In this work, decision support tools for dynamic fleet management problems are developed. The operational management tasks include dispatching, supervising and sometimes reconstructing the vehicle schedule. These tasks are often complex, while the time available to complete them is short. Therefore, decision support tools assisting the controller can be of great service.
Two studies on dynamic fleet management problems are presented. The first concerns airline planning and the problem of how to handle schedule perturbations. The second study is within the field of ambulance logistics, with focus on operational ambulance control.
For an airline, the flight perturbation problem arises when it is impossible to continue executing the original aircraft schedule, e.g. due to an aircraft breakdown. The flight controller then has to decide whether some flights have to be delayed or cancelled, or perhaps flights have to be reassigned to new aircraft. This is done in order to find an attainable, cost effective solution, where the airline can continue to serve the passengers. In this work, a decision support tool that can repair the aircraft schedule is suggested. The tool is based on a multicommodity network flow model with side constraints. A number of different solution strategies are suggested for the model, including heuristics based on column generation and meta heuristics utilizing path relinking. Computational tests show that several of the solution algorithms find near optimal solutions within a few seconds.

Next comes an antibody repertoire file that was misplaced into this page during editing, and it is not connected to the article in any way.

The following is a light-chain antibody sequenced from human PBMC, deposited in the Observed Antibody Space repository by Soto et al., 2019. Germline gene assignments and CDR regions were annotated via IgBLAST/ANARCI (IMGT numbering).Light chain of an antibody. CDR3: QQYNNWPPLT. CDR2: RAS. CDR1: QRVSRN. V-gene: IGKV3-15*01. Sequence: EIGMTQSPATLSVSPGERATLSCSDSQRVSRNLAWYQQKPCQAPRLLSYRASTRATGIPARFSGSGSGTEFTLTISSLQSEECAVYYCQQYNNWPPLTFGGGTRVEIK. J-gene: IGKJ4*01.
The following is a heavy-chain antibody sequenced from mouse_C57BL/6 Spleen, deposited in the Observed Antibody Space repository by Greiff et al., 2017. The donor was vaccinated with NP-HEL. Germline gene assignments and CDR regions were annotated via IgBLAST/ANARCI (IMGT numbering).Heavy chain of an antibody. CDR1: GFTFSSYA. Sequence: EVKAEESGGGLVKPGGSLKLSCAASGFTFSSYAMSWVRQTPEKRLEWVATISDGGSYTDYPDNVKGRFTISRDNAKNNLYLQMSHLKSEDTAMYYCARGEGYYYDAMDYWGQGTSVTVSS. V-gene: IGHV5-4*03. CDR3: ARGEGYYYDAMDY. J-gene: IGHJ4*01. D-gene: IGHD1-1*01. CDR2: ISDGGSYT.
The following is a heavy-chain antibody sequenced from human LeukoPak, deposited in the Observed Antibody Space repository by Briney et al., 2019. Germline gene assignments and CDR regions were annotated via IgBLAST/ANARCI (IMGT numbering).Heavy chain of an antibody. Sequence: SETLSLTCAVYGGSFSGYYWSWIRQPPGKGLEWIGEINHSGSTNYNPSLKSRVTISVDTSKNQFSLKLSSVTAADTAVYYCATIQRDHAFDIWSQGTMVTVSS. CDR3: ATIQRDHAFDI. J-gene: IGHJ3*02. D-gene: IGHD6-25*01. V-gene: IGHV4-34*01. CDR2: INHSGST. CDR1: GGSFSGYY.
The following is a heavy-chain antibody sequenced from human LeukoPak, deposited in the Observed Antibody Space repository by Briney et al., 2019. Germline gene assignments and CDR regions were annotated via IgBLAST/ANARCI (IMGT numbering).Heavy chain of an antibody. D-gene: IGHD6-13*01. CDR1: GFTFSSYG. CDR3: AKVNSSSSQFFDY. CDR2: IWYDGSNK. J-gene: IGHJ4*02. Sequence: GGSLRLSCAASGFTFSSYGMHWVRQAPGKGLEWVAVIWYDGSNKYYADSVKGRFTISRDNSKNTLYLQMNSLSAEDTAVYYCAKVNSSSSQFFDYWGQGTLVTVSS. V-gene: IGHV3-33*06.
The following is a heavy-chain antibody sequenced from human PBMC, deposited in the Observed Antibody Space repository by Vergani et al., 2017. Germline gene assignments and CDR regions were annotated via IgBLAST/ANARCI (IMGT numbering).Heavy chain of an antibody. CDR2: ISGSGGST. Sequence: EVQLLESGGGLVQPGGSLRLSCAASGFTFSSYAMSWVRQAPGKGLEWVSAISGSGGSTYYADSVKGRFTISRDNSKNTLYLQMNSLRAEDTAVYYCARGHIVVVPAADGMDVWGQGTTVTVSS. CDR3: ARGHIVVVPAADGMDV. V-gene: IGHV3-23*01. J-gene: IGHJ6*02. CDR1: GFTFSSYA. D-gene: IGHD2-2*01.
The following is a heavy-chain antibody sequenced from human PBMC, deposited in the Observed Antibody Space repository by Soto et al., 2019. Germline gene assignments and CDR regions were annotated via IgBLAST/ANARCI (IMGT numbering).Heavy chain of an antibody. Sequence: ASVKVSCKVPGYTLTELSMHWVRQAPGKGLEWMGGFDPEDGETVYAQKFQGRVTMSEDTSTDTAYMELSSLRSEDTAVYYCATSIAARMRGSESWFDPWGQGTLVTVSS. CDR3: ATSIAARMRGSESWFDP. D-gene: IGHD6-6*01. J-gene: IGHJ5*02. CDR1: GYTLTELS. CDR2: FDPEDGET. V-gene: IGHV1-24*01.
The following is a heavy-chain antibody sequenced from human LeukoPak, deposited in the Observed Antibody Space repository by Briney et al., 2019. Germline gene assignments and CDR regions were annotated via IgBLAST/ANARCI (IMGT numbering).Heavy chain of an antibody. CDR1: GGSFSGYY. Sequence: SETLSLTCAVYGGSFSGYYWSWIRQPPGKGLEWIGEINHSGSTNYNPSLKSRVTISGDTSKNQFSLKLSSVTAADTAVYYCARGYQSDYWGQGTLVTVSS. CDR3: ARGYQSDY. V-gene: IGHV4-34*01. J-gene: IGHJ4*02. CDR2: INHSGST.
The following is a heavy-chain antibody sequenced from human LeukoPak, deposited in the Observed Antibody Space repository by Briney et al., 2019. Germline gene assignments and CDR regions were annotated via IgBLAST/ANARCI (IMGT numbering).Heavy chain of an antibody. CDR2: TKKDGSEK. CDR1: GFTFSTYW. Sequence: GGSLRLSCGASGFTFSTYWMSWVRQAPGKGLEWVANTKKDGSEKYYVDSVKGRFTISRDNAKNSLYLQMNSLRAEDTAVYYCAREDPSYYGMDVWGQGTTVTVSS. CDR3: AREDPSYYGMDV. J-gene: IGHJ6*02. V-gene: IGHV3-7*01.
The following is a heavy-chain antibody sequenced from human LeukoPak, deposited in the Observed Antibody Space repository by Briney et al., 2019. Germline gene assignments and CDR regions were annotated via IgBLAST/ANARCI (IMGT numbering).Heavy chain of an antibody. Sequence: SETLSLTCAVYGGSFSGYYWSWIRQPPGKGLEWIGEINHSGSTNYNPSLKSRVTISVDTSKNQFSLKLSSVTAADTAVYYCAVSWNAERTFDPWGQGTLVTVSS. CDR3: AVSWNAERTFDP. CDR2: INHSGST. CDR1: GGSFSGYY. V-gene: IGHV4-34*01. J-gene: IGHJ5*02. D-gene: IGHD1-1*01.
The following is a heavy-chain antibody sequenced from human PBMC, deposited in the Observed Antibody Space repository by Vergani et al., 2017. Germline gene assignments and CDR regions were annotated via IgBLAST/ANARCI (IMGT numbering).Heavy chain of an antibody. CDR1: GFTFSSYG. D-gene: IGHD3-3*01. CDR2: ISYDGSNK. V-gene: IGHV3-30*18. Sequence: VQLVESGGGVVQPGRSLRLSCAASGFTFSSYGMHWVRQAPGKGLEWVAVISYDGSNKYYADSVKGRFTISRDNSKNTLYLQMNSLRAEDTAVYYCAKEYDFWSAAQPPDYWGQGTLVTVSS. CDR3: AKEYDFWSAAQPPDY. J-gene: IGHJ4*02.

Ambulance logistics comprises most aspects of managing an efficient ambulance health care. This involves both emergency medical services and patient transportations. Controlling a fleet of ambulances includes deciding which ambulance to dispatch to a call. The controller also has to ensure that most or all parts of the area of responsibility can be reached by an ambulance in a short time. This is referred to as maintaining an adequate level of preparedness in the area. In this work, a way of calculating the preparedness is presented. It is incorporated into a number of decision support tools, including a dispatch tool and a relocation tool. The dispatch tool can suggest which ambulance to assign to a new call. The relocation tool suggests a way of relocating the ambulances, i.e. sending them to new locations, to increase the level of preparedness in the area. A simulation tool is also developed and used to study the effect of dynamically relocating ambulances. Furthermore, it is used to test if new locations for the ambulance stations will affect the waiting periods for the patients. The results show that the decision support tools have a positive effect on the system performance.
Linköping: Linköping University Electronic Press , 2005. , 64 p.
2005-05-20, K3, Kåkenhus, Campus Norrköping, Linköpings universitet, Norrköping, 13:15 (English)
Mason, Andrew J, Dr.